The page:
Isolation of Algerian Regime from People Deepens and Expands – Columnist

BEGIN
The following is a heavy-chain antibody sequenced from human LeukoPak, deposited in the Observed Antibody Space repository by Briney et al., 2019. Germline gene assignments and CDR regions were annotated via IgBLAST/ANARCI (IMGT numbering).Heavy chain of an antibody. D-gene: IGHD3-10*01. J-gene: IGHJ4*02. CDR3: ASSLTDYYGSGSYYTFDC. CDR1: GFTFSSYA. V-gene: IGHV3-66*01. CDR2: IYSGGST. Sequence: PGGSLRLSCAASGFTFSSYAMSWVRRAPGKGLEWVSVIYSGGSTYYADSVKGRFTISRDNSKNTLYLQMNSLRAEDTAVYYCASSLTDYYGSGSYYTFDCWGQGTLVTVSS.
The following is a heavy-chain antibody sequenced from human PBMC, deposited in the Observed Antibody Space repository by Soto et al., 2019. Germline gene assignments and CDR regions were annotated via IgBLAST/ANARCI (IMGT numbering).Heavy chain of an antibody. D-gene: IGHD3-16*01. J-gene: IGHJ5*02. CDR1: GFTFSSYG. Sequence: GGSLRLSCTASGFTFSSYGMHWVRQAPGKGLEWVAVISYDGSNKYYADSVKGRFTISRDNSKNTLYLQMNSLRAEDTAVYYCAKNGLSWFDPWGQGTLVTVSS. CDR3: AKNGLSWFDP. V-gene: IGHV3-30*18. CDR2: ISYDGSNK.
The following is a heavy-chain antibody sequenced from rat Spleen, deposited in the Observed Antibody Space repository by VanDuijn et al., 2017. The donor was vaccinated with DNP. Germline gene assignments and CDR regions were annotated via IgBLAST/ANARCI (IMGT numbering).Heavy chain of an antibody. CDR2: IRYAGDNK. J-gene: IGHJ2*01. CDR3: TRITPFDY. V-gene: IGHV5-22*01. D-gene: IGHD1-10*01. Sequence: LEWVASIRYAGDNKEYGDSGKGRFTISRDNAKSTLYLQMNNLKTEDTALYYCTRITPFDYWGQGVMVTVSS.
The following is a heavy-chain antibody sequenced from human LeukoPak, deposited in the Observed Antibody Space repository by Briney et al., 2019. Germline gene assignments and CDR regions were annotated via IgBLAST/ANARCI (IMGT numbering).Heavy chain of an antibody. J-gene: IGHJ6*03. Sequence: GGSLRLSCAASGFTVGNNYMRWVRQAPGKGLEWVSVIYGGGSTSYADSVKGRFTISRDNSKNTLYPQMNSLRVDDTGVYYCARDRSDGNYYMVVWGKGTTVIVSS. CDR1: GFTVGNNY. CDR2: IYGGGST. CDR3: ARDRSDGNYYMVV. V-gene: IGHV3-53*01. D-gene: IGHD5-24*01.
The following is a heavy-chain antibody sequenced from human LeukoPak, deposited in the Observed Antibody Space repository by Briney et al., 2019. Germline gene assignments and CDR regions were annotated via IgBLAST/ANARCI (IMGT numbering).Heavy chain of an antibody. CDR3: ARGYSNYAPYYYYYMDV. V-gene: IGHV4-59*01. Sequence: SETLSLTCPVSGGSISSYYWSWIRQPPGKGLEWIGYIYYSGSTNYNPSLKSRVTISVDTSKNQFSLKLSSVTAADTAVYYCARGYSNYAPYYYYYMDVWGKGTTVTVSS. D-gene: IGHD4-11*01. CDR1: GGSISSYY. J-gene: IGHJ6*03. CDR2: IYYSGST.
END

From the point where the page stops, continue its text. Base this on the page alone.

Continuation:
The isolation of the ruling military class in Algeria from the people is deepening and expanding, says writer-Journalist Talaâ Saoud Al Atlassi. In his weekly column the news site “Machahid 24”, published on Wednesday, the writer points out that the isolation of the “ruling military establishment from the people” deepens and expands after each decision taken by this “gang” regarding the management of public affairs in Algeria. In this regard, he refers to the “distinctive, unique and unprecedented” congratulations extended by the head of state to the thousands of students who have passed the baccalaureate exam. According to Saoud Al Atlassi, such congratulations have only one possible interpretation: “the constant need for popular attention (…) especially since the gang in power in Algeria suffers today from a sharp decline in public opinion and is desperately trying to boost it with ineffective and outdated incentives.” “Such artificial congratulations will never succeed in reducing this isolation or even supplying the ruling class with a missing popularity,” notes the author, adding that the political objective of the generals in power in Algeria is to “beg for popular sympathy”. The isolation of the Algerian regime from the people feeds its anger and agitation when it comes to its relations with Algerians and the outside world. It also deepens its hostility towards Morocco, Saoud Al Atlassi observes. This hostility towards Morocco has become the key priority of Algerian politics and creed, writes the columnist, noting that the Algerian regime’s dispute with the Kingdom over the Moroccan Sahara issue is only a tool and an outlet for that hostility In the same context, the journalist notes that Algeria’s attempt to punish Spain for its clear support for “the validity of the Moroccan peaceful effort to resolve the Moroccan Sahara dispute (…) reveals the low level of the country’s management policies,” adding that the military regime in Algeria has suffered more setbacks as a result of this “reckless behavior.” Algeria’s bet on a reversal of Spain’s new position due to Spanish internal disputes was put to rest by Morocco’s serious and realistic persuasion, Morocco’s economic, social and security potentials and Madrid’s realization of the importance of reinforcing its relations with the Kingdom. In this regard, the author recalls that the Spanish Congress of Deputies, the lower house of Parliament, has recently consolidated the position of the government of Pedro Sanchez on the issue of the Moroccan Sahara, by rejecting by a large majority “a draft resolution” asking the Spanish government to review its position on the Moroccan Sahara. This rejection confirms the clear and decisive support, within the Spanish legislative institution and among the country’s main political formations, for the approach taken by the President of the Government, Pedro Sanchez, he says. The left and the right support closer relations with Morocco and the settlement of the conflict over the Moroccan Sahara on the basis of the Moroccan autonomy plan, whose content has been adopted by the Security Council in all its recent decisions, writes Saoud Al Atlassi. In his opinion, the decision of the Spanish Parliament reflects “the culture of a state aware of its interests and of the importance of deepening its relations with a state that has the elements of international interactions based on exchange and mutual benefit.”